Digby points out GW Bush's non-denial denial when faced with a softball torture question:
Q: Mr. President, I wanted to return to the question of torture. What we've learned from these memos this week is that the Department of Justice lawyers and the Pentagon lawyers have essentially worked out a way that U.S. officials can torture detainees without running afoul of the law.
So when you say that you want the U.S. to adhere to international and U.S. laws, that's not very comforting. This is a moral question: Is torture ever justified?
BUSH: Look, I'm going to say it one more time. Maybe I can be more clear. The instructions went out to our people to adhere to law. That ought to comfort you.
We're a nation of law. We adhere to laws. We have laws on the books. You might look at these laws. And that might provide comfort for you. And those were the instructions from me to the government.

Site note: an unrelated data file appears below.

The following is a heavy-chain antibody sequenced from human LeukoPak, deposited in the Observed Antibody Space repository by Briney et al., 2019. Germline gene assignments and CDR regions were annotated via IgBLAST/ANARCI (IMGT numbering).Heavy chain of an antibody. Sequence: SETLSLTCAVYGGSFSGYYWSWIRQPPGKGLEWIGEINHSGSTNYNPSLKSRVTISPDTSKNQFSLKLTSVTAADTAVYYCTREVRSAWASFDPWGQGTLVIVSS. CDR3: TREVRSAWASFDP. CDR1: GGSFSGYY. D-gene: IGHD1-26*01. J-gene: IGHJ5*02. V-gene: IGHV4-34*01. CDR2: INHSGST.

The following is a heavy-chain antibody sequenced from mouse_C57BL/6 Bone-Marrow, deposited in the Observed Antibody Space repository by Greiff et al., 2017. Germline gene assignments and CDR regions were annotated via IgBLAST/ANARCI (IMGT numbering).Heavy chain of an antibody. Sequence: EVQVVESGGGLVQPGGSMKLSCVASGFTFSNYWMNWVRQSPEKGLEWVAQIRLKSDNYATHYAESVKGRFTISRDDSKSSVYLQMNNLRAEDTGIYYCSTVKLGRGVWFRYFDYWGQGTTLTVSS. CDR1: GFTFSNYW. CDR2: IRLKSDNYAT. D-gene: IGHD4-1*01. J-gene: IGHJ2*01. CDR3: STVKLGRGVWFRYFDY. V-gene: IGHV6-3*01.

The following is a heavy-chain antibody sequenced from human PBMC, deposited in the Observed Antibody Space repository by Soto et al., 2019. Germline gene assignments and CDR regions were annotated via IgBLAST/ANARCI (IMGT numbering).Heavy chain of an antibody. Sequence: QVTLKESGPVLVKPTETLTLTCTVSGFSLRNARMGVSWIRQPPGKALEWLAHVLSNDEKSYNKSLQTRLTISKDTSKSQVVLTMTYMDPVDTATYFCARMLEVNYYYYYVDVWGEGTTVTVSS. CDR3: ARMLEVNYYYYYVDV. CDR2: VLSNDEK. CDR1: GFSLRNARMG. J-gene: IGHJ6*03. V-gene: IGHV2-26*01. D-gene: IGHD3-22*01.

What does it mean when the head of government cannot simply say “Torture is wrong and I would never condone it”? Might it mean that he read a memo or two that suggested the key to making torture legal was giving the torturers reasonable grounds to bleieve that their actions are legal … because the President authorized them?